WASHINGTON -- Mitt Romney's subtle but unmistakable shift in rhetoric this weekend was just the latest evidence of the churning course of the Republican race for president.
On one hand, it was natural that the former governor would emphasize his conservatism before a crowd of the party's most committed right-wing activists.
Throughout the campaign, he has checked all the right boxes on the social issues so vital to the thousands of activists at the Conservative Political Action Conference. But he has seldom dwelled on the right-wing skepticism on the evolution of his positions on issues such as abortion and gay rights.
Instead he has emphasized his business acumen with the calculation that economic issues would dominate the race in a recession-battered country.
Indiana Gov. Mitch Daniels, who flirted with a bid for the GOP nomination, was criticized by movement conservatives, including Sen. Rick Santorum, for suggesting early last year that the country's dire economic needs argued for at least a temporary truce on social issues.
Mr. Romney never endorsed that call, but his rhetoric implicitly followed the advice.
But on Friday, in the aftermath of three losses last Tuesday to Mr. Santorum, Mr. Romney donned the robes of culture warrior in a speech that used the word conservative two dozen times.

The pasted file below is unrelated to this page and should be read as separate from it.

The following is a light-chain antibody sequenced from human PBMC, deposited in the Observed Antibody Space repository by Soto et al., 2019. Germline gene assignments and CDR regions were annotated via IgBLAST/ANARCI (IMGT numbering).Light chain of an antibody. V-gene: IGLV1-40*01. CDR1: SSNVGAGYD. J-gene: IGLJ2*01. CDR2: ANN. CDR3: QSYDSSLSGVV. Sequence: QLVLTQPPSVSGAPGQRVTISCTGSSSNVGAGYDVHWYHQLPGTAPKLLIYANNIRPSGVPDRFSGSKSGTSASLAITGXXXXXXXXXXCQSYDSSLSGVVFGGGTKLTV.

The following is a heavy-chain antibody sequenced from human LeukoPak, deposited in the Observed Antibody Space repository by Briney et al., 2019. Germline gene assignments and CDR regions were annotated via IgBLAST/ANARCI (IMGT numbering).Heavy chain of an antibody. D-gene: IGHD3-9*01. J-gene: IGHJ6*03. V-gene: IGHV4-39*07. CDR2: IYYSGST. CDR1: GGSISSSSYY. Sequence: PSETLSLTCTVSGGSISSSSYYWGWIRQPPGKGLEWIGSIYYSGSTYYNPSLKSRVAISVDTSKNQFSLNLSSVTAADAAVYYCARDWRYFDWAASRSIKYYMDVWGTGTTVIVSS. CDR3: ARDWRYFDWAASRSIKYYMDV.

The shift reflected the new dynamics of the internal GOP combat.
And it came as a confluence of other events suggested possible upheaval in the issue terrain of the coming general election battle.
Hours after Mr. Romney spoke, a national survey from Public Policy Polling, an independent but Democratic leaning firm, showed Mr. Santorum, for the first time, leading in a national survey of Republicans.
Fresh from his victories in Missouri, Minnesota, and Colorado, Mr. Santorum had vaulted ahead to be supported by 38 percent of those surveyed, followed by Mr. Romney at 23 percent, former House Speaker Newt Gingrich at 17 percent, and Texas Rep. Ron Paul at 13 percent.
But in a statement with the results, Dean Debnam, president of the polling firm, cautioned: "When he comes under attack in the coming days, his lead could evaporate as quickly as it was created."
After his speech, Mr. Romney flew to Maine, where a week-long caucus was wrapping up. Mr. Paul, seeking his first statewide victory, had campaigned hard there, but Mr. Romney prevailed.
Back in Washington, a straw poll of the CPAC registrants was under way.
Mr. Romney's efforts were rewarded as he finished with 38 percent, followed by Mr. Santorum, 31 percent, Mr. Gingrich, 15 percent, and Mr. Paul, who had won the last two straw polls here, 12 percent.
The organizers, in conjunction with the Washington Times, released a parallel survey of self-identified conservatives across the country.
The order was identical, although the first and second-place finishers, Mr. Romney and Mr. Santorum, were in a near tie at 27 percent and 25 percent. Mr. Gingrich trailed at 15 percent, followed by Mr. Paul at 12 percent.
No delegates would be meted out in either of those votes.
At the end of the month, Arizona and Michigan will vote.
In a TV interview, Mr. Santorum boldly said he believes he can win Michigan, despite its being the state of Mr. Romney's birth and the one where his father, the late George Romney, was a governor.